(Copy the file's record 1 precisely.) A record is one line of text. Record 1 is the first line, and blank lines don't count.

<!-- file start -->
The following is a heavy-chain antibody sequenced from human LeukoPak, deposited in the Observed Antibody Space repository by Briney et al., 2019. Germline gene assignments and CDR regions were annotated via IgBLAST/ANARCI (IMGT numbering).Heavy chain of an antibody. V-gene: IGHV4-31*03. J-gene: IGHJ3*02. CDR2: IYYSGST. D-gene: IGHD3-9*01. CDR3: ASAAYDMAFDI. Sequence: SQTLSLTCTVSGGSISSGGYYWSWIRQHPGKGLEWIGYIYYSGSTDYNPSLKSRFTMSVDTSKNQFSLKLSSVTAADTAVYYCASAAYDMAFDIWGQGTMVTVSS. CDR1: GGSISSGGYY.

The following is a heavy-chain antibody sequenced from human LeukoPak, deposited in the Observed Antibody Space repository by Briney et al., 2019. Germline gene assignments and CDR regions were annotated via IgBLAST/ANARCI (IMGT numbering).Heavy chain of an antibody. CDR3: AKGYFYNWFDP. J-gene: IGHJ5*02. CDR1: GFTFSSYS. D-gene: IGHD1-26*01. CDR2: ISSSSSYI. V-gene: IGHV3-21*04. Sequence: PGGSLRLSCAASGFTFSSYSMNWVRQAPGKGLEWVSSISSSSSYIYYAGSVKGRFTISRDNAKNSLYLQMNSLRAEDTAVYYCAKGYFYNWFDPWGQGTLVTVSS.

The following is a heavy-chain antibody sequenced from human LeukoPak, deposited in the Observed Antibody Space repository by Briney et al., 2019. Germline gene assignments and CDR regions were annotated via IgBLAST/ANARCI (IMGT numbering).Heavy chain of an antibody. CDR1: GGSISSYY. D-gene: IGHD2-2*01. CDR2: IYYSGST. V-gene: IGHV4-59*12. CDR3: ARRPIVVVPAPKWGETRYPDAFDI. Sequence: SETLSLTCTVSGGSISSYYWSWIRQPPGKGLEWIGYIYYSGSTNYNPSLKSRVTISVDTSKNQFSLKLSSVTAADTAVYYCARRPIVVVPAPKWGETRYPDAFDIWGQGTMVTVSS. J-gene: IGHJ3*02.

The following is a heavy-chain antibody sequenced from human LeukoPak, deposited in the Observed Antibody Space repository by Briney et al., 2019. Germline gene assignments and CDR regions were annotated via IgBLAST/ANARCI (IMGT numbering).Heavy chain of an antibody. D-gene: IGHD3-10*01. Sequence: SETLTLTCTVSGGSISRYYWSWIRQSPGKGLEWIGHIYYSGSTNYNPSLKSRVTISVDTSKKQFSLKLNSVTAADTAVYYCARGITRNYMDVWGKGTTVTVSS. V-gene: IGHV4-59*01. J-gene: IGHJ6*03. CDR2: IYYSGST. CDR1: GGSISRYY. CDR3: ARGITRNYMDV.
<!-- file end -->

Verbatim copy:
The following is a heavy-chain antibody sequenced from human LeukoPak, deposited in the Observed Antibody Space repository by Briney et al., 2019. Germline gene assignments and CDR regions were annotated via IgBLAST/ANARCI (IMGT numbering).Heavy chain of an antibody. V-gene: IGHV4-31*03. J-gene: IGHJ3*02. CDR2: IYYSGST. D-gene: IGHD3-9*01. CDR3: ASAAYDMAFDI. Sequence: SQTLSLTCTVSGGSISSGGYYWSWIRQHPGKGLEWIGYIYYSGSTDYNPSLKSRFTMSVDTSKNQFSLKLSSVTAADTAVYYCASAAYDMAFDIWGQGTMVTVSS. CDR1: GGSISSGGYY.